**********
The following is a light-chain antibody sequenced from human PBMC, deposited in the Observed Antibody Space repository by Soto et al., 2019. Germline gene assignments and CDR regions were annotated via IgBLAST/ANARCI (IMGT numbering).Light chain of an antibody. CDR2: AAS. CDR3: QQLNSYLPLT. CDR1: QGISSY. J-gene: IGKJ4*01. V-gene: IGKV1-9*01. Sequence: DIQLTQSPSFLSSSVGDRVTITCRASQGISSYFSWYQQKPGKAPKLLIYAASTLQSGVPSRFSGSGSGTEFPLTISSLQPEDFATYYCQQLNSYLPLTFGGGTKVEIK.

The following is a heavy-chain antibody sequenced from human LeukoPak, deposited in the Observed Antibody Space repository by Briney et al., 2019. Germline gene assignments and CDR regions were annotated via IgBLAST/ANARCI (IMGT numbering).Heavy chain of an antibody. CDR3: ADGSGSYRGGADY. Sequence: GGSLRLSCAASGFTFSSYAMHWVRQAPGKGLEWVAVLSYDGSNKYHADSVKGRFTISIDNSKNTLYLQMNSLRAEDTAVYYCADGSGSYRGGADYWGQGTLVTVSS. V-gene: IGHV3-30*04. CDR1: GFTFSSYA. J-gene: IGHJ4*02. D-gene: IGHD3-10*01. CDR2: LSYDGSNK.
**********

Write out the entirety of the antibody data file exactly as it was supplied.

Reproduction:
The following is a light-chain antibody sequenced from human PBMC, deposited in the Observed Antibody Space repository by Soto et al., 2019. Germline gene assignments and CDR regions were annotated via IgBLAST/ANARCI (IMGT numbering).Light chain of an antibody. CDR2: AAS. CDR3: QQLNSYLPLT. CDR1: QGISSY. J-gene: IGKJ4*01. V-gene: IGKV1-9*01. Sequence: DIQLTQSPSFLSSSVGDRVTITCRASQGISSYFSWYQQKPGKAPKLLIYAASTLQSGVPSRFSGSGSGTEFPLTISSLQPEDFATYYCQQLNSYLPLTFGGGTKVEIK.

The following is a heavy-chain antibody sequenced from human LeukoPak, deposited in the Observed Antibody Space repository by Briney et al., 2019. Germline gene assignments and CDR regions were annotated via IgBLAST/ANARCI (IMGT numbering).Heavy chain of an antibody. CDR3: ADGSGSYRGGADY. Sequence: GGSLRLSCAASGFTFSSYAMHWVRQAPGKGLEWVAVLSYDGSNKYHADSVKGRFTISIDNSKNTLYLQMNSLRAEDTAVYYCADGSGSYRGGADYWGQGTLVTVSS. V-gene: IGHV3-30*04. CDR1: GFTFSSYA. J-gene: IGHJ4*02. D-gene: IGHD3-10*01. CDR2: LSYDGSNK.